Exercise Five: Barbaric Yawp

I too am not a bit tamed - I too am untranslatable;
I sound my barbaric yawp over the roofs of the world

The idea of the "barbaric yawp" is so linked to Walt Whitman that many folks often, wrongly, assume that Whitman's poetry was always about creating this type of poem - a poem that spills over from line to line in a rush to catalog every last iteration of a thought.

This is how Whitman's poetry seems to those who would come after him - people who want to line up a dozen or so different facts or images or moments and call these their "Whitman-esque" lines.
Of course, they are missing the real work Whitman did with his poems. They are missing how he didn't just line up images, but he placed them in sequences that followed a pattern - perhaps going from one body part to the next (as in "Song of Myself") or from one strata of society to another (as in "The Sleepers") or from one minute to the next (as in "Vigil Strange I Kept on the Field One Night").

Whitman, of course, also focused on language and word choice and just the right image or metaphor, but for this exercise we will focus on the use of the catalog and the pattern we assign to that catalog.

Step One:
Read over the three poems linked to this page. This should give you a sense of the texture of poem we are going for. Emulating Whitman's style here requires that we get reacquainted with his work. Do not skip this step.

Step Two:
Choose a subject that lends itself to cataloging. Maybe it is a physical place like your home town or your favorite thinking spot. Maybe it is a broad subject like "love" or "regret." Best to choose something you always find yourself thinking about because you are sure to have lots of stored up images and ideas.

Step Three:
Start making a list of everything that comes to mind when you think of this subject. Use single words or phrases or even quotes if you can think of them. The point is to write as much as you can without stopping. Force yourself to fill up an entire page before you stop - and that means everything, the margins and any blank space - be barbaric.

Step Four:
Now start to categorize - what can go with what? What patterns do you see emerging or what pattern do you want to apply? 

Step Five:
Start writing "barbaric" lines- use lines that reach from one end of the page to the next and don't stop with an image until you have nothing else to say about it - and don't be too concerned with word choice. Notice how Whitman uses easy words like "beautiful" and "courageous" but elevates them with repetition. Also, don't get caught up in punctuation; Whitman shows urgency by leaving out punctuation and sometimes not even capitalizing. String your images according to the pattern you decided on. Don't worry so much about sound and rhyme at this point, just get the words onto the page.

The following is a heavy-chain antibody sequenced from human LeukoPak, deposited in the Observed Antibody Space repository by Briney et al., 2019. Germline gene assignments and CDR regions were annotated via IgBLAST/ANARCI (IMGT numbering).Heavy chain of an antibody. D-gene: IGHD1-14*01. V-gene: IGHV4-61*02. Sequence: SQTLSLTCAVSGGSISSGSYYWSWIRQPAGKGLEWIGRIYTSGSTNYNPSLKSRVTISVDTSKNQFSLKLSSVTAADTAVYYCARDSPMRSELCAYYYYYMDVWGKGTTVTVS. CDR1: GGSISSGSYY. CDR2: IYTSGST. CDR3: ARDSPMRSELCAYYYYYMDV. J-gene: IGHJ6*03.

Step Six:
After a day or two away from the poem, go back and edit. Look for pacing, making sure that your lines are not lingering (notice how Whitman's don't linger but they press forward, hungry for the next image and the next moment). Look for the pattern and make sure it is working for you.

An Example from Whitman's "The Sleepers"
This moment in "The Sleepers" is a great example of how Whitman blows out a single image of a swimmer into a sort of commentary on the struggle between nature and man:
I see a beautiful gigantic swimmer swimming naked through the eddies of the sea,
His brown hair lies close and even to his head, he strikes out with courageous arms, he urges
himself with his legs,
I see his white body, I see his undaunted eyes,
I hate the swift-running eddies that would dash him head-foremost on the rocks.

What are you doing you ruffianly red-trickled waves?
Will you kill the courageous giant? will you kill him in the prime of his middle age?
Steady and long he struggles,

He is baffled, bang'd, bruis'd, he holds out while his strength holds out,
The slapping eddies are spotted with his blood, they bear him away, they roll him, swing him,
turn him,
His beautiful body is borne in the circling eddies, it is continually bruis'd on rocks,
Swiftly and out of sight is borne the brave corpse.
Think of the barbaric yawp as the most important thing that must be said NOW. This is how Whitman writes every one of his poems, like it is a matter of life or death. He's emphatic about his message and in love with every image. This moment in "The Sleepers" makes us feel like Whitman is standing behind us, holding our head as we face the sea in front of us - when he says "I see" and "I see" we can feel him move our head from side to side and almost hear him say, "You see?" and "You see?" And then there is the tenderness and empathy he feels for the swimmer, wavering between fatherly and sexual - he's omniscient and asexual, so we are, too.

Think about the way the barbaric yawp breaks us free from our usual limitations - not just punctuation and line length, but, when you read "The Sleepers" and "Song of Myself" (and also, one of my favorites, "Song of the Broad Axe"), you'll see how Whitman also bounces from one voice to the next, from one thought to the next. But this is not free verse - Whitman's jumps are methodical, there's an internal logic to his thoughts.

Have fun being barbaric!